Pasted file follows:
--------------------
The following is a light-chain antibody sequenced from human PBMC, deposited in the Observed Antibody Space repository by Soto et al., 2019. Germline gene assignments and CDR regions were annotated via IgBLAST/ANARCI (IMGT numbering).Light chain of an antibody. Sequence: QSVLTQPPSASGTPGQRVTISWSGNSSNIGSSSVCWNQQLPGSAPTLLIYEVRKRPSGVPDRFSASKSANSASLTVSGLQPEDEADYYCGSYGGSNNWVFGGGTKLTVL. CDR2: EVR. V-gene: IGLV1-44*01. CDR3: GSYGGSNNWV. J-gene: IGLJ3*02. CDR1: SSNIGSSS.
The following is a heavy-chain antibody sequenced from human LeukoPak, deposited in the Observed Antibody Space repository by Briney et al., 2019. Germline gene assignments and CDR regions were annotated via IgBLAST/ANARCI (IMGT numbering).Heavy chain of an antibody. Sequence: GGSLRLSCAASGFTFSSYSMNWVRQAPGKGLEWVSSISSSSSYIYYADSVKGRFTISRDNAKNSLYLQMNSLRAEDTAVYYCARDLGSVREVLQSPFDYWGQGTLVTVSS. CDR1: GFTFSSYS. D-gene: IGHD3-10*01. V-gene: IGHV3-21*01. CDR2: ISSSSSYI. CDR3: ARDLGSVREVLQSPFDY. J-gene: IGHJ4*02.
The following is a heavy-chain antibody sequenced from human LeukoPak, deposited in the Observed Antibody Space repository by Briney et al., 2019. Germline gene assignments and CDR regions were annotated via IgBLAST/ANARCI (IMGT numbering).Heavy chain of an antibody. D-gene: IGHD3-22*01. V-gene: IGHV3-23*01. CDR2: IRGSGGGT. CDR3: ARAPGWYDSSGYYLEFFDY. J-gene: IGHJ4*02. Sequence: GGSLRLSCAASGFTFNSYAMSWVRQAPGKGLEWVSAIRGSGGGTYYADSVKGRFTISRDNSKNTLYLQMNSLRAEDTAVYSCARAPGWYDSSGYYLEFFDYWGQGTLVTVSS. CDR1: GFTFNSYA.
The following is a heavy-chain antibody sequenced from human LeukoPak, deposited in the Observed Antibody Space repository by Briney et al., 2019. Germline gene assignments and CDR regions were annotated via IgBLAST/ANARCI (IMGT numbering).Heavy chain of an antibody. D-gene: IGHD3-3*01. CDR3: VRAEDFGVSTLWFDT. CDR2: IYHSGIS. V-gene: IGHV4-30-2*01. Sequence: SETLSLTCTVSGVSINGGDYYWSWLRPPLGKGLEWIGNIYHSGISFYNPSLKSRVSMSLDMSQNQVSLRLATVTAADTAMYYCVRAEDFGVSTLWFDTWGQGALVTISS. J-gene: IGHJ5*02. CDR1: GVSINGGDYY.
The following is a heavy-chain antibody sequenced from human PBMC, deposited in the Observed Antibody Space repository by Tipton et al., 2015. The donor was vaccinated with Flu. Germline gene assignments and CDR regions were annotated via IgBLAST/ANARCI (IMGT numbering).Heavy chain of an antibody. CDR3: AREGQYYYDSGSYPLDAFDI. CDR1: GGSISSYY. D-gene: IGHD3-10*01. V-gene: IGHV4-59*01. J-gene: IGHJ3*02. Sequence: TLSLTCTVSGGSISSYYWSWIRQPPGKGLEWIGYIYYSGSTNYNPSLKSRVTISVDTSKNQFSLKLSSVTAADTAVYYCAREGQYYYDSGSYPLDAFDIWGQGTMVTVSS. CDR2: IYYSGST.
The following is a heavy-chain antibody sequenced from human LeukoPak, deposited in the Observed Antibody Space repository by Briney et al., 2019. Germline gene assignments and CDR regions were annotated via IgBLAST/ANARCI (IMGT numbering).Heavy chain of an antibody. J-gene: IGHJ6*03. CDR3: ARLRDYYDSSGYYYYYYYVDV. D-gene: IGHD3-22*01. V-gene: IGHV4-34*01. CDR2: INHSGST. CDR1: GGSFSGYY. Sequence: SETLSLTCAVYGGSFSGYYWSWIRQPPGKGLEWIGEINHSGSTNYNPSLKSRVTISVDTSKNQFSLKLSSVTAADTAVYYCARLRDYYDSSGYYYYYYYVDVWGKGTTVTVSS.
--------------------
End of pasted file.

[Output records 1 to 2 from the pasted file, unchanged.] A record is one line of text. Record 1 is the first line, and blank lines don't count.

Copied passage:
The following is a light-chain antibody sequenced from human PBMC, deposited in the Observed Antibody Space repository by Soto et al., 2019. Germline gene assignments and CDR regions were annotated via IgBLAST/ANARCI (IMGT numbering).Light chain of an antibody. Sequence: QSVLTQPPSASGTPGQRVTISWSGNSSNIGSSSVCWNQQLPGSAPTLLIYEVRKRPSGVPDRFSASKSANSASLTVSGLQPEDEADYYCGSYGGSNNWVFGGGTKLTVL. CDR2: EVR. V-gene: IGLV1-44*01. CDR3: GSYGGSNNWV. J-gene: IGLJ3*02. CDR1: SSNIGSSS.
The following is a heavy-chain antibody sequenced from human LeukoPak, deposited in the Observed Antibody Space repository by Briney et al., 2019. Germline gene assignments and CDR regions were annotated via IgBLAST/ANARCI (IMGT numbering).Heavy chain of an antibody. Sequence: GGSLRLSCAASGFTFSSYSMNWVRQAPGKGLEWVSSISSSSSYIYYADSVKGRFTISRDNAKNSLYLQMNSLRAEDTAVYYCARDLGSVREVLQSPFDYWGQGTLVTVSS. CDR1: GFTFSSYS. D-gene: IGHD3-10*01. V-gene: IGHV3-21*01. CDR2: ISSSSSYI. CDR3: ARDLGSVREVLQSPFDY. J-gene: IGHJ4*02.